With a Desire to be Free

I’m not good with beginnings. Never have been. I’m more of a middle and end guy. Beginning from a previous end is one of the hardest things I’ve had to learn. For the past year or so, I’ve considered myself a nomad. I’ve traveled to three continents and back. I’ve worked. I’ve lived. I’ve seen. I’ve toured. I got lost. I spent three months without unpacking my suitcase before having to repack it to venture out on another excursion.


All of this was done under the assumption that it wouldn’t be done. You see, my travels abroad were not endorsed by my mother and father. They wanted me to get a job and start saving money and live with them. That was something I couldn’t do, nor could I have explained to them why it couldn’t be done. I defied their request and promptly boarded my flight at 10 one rainy night.

This all started years prior on a cool Southern afternoon. I was ready to board my flight back to the Northeast Corridor and return to school. That evening, I would tell my mother that I am gay. I would lose all that I knew and would have to rebuild my character, my soul, my sense of self, from the ground up. Years of reflection have told me that it was this sense of self that I lost. I spent two years under constant fire–hearing the likes of “no mother raises a faggot,” “you are not God’s best,” “you are going to die and burn in Hell,” “you won’t be able to handle your life.” Worse was how she said it and that my father never defended me. It was how my mother looked at me as if she were looking at someone who was not her child.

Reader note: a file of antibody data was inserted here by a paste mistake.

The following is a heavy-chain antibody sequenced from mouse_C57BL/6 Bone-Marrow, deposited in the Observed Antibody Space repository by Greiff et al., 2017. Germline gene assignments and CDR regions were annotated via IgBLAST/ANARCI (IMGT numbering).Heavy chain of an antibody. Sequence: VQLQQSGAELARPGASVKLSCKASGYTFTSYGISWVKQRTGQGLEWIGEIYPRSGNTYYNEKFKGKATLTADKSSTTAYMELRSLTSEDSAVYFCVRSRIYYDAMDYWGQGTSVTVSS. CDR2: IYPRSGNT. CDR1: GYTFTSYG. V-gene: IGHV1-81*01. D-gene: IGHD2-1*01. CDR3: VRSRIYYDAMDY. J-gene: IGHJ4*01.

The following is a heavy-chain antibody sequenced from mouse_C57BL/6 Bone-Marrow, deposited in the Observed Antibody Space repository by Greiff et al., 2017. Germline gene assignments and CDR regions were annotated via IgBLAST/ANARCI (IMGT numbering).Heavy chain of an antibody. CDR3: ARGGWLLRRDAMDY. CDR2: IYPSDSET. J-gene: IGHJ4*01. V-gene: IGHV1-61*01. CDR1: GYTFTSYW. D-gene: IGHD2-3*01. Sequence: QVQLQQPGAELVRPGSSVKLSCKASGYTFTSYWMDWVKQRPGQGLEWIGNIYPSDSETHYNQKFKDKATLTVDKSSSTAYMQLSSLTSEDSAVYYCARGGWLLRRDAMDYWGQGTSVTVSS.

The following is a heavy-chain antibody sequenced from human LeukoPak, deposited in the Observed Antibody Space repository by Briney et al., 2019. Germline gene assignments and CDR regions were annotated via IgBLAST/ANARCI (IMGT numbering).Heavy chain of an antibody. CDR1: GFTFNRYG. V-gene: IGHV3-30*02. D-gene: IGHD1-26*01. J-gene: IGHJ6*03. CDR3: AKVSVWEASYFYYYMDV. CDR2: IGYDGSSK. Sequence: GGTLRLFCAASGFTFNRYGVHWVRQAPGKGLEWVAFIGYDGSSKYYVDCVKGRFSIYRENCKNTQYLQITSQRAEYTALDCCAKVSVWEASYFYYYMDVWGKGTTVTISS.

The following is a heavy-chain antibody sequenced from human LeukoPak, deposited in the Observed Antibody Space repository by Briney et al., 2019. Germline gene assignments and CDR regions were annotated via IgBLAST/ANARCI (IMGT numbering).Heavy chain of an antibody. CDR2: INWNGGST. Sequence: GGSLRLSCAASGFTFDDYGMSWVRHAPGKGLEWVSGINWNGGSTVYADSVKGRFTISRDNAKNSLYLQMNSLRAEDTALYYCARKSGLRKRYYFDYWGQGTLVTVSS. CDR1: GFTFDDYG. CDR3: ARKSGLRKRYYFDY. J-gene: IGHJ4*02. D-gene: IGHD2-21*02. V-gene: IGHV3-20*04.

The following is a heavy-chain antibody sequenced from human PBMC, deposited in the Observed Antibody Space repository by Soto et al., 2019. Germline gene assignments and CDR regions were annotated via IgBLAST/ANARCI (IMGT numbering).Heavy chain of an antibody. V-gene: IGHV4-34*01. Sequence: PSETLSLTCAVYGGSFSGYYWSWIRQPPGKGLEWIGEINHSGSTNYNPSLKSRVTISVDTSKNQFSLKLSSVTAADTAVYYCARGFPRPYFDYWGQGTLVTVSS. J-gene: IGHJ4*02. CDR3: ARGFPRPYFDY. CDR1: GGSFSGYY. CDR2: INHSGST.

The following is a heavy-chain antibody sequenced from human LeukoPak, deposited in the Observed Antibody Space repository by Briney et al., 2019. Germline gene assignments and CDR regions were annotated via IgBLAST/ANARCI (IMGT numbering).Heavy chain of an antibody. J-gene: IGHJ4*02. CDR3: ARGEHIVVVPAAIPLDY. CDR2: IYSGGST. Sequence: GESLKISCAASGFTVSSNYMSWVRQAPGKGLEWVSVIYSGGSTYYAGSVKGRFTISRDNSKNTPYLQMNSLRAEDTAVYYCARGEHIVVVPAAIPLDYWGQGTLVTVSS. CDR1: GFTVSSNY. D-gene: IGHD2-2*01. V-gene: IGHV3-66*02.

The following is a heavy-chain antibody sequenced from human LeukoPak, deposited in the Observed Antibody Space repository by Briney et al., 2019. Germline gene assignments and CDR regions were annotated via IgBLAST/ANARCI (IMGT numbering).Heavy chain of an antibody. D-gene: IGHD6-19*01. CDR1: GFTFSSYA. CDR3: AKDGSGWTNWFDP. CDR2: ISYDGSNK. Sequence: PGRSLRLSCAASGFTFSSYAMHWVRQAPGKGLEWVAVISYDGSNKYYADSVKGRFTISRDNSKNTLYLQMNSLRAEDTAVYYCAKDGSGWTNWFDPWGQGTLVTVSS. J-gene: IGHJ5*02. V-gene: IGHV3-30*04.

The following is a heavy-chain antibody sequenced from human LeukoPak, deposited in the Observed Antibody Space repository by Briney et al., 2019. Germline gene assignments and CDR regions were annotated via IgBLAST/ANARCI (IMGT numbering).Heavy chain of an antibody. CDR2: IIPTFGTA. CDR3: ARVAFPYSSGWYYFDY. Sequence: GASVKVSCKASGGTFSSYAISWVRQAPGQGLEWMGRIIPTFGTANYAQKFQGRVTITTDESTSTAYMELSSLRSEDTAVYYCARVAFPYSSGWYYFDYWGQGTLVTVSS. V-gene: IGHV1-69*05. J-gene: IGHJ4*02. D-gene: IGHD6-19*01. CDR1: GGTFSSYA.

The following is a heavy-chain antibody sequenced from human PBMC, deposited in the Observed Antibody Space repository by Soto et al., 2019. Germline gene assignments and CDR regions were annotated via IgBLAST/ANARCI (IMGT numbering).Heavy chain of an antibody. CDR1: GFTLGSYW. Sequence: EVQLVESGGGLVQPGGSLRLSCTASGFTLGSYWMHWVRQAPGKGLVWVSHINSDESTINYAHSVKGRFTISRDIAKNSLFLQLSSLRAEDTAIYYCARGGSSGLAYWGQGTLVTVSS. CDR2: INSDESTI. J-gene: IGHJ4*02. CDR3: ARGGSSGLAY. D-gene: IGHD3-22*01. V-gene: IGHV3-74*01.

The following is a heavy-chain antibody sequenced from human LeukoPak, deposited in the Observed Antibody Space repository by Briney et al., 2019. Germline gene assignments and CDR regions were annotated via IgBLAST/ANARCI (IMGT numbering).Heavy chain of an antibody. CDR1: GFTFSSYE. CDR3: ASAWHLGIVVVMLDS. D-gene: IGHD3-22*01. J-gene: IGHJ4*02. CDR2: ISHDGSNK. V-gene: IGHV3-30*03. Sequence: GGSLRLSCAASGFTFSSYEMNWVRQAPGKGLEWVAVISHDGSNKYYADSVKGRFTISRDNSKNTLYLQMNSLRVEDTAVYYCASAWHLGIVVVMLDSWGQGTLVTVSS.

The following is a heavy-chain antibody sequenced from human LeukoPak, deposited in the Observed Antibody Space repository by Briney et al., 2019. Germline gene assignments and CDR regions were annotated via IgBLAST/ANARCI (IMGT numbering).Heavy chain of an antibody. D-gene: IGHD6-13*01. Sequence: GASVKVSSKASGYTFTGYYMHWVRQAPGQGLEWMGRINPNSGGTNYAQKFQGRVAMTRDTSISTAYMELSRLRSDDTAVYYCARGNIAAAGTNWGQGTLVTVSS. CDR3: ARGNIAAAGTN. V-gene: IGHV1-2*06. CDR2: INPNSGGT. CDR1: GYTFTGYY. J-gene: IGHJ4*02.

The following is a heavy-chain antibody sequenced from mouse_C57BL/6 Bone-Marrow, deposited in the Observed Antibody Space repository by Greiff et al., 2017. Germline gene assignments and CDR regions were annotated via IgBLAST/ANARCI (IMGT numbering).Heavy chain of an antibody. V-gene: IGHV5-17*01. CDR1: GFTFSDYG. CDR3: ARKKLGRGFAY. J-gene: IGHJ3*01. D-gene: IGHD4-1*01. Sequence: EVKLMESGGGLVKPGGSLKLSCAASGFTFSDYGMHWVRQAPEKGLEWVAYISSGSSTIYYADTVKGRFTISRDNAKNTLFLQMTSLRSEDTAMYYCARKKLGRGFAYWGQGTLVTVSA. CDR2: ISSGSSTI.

She did look at me like I was not her son. She did criticize who I was. She was wrong. She is wrong. That experience taught me that I have more power over who I am than I initially thought. You’d think it to be common sense, though if who you are is never challenged, you never realize all that you are or could be.

This is why I now consider myself an advocate.

Any one of us who have been admonished by anyone–society, close friends, family–are desperate to be understood. We are desperate to be free. We want to live our lives and be who we are without any pressure of conforming.

Conformity. Funny word, that one.

Why do people feel the need to conform? What about our societal structure tells us that we should conform to this small pool of potential selves? I simply told my mother that I am gay. You, the reader, could have told your father that you want to be an artist, not an engineer. You could have told your mother that you wish to not be called by a gender-specific pronouns. You could have told your best friend that you no longer understand the value of organized religion and will stop attending religious services.


The point is, we all have a desire to be free. Though we live in a country that calls itself free, do you not find it ironic that freedom is actually hard to come by?

Hello. My name is Philip. My story is not new. My story is not the worst one or the best one out there. But I believe in history: you must know where you have come from to figure out why you believe what you believe and what you can do to change that or enhance that belief system as you grow into the future. I am not perfect. I don’t want to be. What I want to be is a sponge that soaks up information and thoughts and spits out more and more questions. So let’s get started.

Blue sunrises, Philip

Images by: Nyttend – WikiCommons and J. Billinger – Media Wiki